A FORMER Lord Mayor of Portsmouth whose reputation was left in tatters after he was jailed for molesting teenage boys has died.
Freddie Emery-Wallis, who was appointed the city’s Lord Mayor back in 1968, was convicted and jailed for nine months in 2001 of indecently assaulting the two teenagers above the shop he owned in Leith Avenue, Paulsgrove from 1968 to 1974.
The former county council leader has passed away aged 89 after suffering a stroke, according to Councillor Roy Perry, current leader of the council.
During the politician’s heyday, he was also named deputy lord lieutenant of Hampshire and made Commander of the British Empire (CBE) in the Queen’s birthday honours list in 1999 after serving the public as a city and county councillor for 40 years.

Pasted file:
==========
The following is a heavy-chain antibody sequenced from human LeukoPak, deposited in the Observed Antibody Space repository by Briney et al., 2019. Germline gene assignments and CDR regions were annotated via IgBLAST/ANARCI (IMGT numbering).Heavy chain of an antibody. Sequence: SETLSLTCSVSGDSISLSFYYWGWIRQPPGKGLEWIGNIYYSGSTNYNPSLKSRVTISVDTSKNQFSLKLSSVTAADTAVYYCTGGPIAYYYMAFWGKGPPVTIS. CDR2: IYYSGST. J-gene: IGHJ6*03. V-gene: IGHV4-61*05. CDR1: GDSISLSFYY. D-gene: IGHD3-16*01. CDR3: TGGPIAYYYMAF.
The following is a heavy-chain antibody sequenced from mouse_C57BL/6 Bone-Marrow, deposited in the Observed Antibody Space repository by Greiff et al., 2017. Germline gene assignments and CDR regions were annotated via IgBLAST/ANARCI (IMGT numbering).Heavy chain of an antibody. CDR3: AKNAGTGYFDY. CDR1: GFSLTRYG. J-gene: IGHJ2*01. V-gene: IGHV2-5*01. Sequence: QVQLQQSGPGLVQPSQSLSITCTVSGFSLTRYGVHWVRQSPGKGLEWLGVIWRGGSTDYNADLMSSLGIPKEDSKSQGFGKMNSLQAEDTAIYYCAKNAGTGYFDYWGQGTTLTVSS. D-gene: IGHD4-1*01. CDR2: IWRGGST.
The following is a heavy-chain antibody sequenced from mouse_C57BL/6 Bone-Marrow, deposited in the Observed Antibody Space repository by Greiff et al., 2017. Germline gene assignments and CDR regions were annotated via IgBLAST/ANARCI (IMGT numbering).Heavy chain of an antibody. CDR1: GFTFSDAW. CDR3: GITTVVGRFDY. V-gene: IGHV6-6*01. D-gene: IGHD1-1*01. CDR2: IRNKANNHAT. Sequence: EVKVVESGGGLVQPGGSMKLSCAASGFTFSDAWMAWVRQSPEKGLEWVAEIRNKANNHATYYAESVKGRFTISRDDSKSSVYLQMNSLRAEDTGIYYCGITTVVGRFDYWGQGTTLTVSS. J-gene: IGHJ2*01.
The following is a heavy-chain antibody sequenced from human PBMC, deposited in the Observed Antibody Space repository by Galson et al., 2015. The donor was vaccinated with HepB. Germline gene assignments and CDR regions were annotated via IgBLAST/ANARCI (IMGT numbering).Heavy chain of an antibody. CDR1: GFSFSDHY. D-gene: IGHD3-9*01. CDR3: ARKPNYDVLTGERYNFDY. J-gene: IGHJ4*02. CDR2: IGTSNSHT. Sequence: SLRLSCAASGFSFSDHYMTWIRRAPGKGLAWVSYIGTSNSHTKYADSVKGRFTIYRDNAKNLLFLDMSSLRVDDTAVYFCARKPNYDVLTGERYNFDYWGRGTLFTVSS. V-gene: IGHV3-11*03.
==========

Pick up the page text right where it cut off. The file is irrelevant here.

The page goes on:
However, he was stripped off his CBE in 2002 following his conviction.
Emery-Wallis was also the subject of further child abuse allegations in 2008 in relation to claims he had indecently assaulted a girl.
A file was passed to the Crown Prosecution Service, but lawyers decided there was not enough evidence to prosecute.
Cllr Perry said: ‘He was an effective leader and Hampshire is still benefitting from his policies, but no-one could condone the actions for which he was later convicted.’
Emery-Wallis started his career in 1961 when he was elected as a Tory councillor for the St Thomas ward on Portsmouth City Council.
Between 1969 to 1974 he was Alderman to the council after his time as Lord Mayor and in 1973 he became a county councillor.
He was named leader of the authority back in 1976.